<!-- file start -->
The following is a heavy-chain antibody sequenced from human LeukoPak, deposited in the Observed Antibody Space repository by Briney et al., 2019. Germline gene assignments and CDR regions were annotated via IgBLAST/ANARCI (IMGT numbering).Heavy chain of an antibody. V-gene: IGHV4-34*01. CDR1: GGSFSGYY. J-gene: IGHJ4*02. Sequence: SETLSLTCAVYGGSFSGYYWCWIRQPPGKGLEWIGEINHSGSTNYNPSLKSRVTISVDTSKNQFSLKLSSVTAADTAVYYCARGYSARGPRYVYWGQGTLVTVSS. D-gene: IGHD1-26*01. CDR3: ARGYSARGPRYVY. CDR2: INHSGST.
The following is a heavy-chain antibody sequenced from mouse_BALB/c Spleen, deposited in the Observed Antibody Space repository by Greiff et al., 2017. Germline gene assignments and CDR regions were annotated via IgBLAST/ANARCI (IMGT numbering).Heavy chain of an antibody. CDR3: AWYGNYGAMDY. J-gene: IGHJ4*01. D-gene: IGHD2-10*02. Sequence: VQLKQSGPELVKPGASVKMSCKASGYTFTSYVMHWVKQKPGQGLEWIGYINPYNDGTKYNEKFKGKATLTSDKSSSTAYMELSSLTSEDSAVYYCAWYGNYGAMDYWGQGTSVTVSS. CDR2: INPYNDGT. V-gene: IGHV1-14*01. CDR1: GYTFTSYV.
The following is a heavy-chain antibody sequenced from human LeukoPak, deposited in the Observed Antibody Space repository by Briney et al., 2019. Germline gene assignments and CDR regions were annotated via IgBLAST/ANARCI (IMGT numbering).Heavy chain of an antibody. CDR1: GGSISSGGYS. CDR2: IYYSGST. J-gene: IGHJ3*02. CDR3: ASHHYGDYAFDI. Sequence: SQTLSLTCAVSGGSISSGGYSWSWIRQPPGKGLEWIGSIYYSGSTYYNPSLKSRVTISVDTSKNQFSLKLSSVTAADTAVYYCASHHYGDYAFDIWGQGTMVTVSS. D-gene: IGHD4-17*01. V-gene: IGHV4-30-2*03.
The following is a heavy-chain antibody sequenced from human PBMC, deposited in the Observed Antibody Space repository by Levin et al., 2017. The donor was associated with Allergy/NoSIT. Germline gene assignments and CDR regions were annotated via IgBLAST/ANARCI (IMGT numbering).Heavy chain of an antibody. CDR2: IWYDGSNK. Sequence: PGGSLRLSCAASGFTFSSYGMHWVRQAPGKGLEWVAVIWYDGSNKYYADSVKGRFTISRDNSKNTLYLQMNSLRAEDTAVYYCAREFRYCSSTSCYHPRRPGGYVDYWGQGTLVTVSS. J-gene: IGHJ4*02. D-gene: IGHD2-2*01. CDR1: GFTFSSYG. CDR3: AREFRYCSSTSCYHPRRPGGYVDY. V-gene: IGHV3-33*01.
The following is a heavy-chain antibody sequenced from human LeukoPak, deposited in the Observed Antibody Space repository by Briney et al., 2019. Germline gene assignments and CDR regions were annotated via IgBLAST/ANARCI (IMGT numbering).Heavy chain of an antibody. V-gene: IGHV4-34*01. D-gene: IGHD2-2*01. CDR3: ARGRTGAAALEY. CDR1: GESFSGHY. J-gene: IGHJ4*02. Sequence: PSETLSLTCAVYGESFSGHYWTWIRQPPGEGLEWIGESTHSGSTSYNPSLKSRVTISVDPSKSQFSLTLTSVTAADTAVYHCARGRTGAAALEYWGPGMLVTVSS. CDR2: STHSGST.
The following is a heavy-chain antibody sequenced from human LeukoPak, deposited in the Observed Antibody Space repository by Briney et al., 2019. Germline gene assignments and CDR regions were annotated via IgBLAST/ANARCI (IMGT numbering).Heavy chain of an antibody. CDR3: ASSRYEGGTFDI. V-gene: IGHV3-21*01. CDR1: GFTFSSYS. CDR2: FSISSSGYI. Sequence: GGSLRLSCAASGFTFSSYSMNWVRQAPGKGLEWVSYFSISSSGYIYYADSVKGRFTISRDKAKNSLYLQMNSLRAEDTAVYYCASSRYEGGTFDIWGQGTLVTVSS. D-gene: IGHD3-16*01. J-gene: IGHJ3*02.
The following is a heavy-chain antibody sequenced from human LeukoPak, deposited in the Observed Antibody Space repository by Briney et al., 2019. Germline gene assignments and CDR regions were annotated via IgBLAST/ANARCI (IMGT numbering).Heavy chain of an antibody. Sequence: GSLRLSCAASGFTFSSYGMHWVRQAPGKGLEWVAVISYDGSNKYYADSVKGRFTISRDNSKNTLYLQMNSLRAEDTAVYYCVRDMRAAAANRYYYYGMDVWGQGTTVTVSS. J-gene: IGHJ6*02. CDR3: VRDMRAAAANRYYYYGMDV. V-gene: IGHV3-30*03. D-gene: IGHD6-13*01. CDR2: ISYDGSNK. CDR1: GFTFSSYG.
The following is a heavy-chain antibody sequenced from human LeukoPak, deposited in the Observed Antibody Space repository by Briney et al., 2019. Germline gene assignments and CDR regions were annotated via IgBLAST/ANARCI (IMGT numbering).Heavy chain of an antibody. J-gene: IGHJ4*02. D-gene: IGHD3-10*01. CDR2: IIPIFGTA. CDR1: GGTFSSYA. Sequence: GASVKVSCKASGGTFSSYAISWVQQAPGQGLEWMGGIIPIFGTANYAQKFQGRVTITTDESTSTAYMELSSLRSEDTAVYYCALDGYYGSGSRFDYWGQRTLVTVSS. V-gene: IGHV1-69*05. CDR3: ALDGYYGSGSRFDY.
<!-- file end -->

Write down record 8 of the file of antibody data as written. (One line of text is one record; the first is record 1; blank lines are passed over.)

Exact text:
The following is a heavy-chain antibody sequenced from human LeukoPak, deposited in the Observed Antibody Space repository by Briney et al., 2019. Germline gene assignments and CDR regions were annotated via IgBLAST/ANARCI (IMGT numbering).Heavy chain of an antibody. J-gene: IGHJ4*02. D-gene: IGHD3-10*01. CDR2: IIPIFGTA. CDR1: GGTFSSYA. Sequence: GASVKVSCKASGGTFSSYAISWVQQAPGQGLEWMGGIIPIFGTANYAQKFQGRVTITTDESTSTAYMELSSLRSEDTAVYYCALDGYYGSGSRFDYWGQRTLVTVSS. V-gene: IGHV1-69*05. CDR3: ALDGYYGSGSRFDY.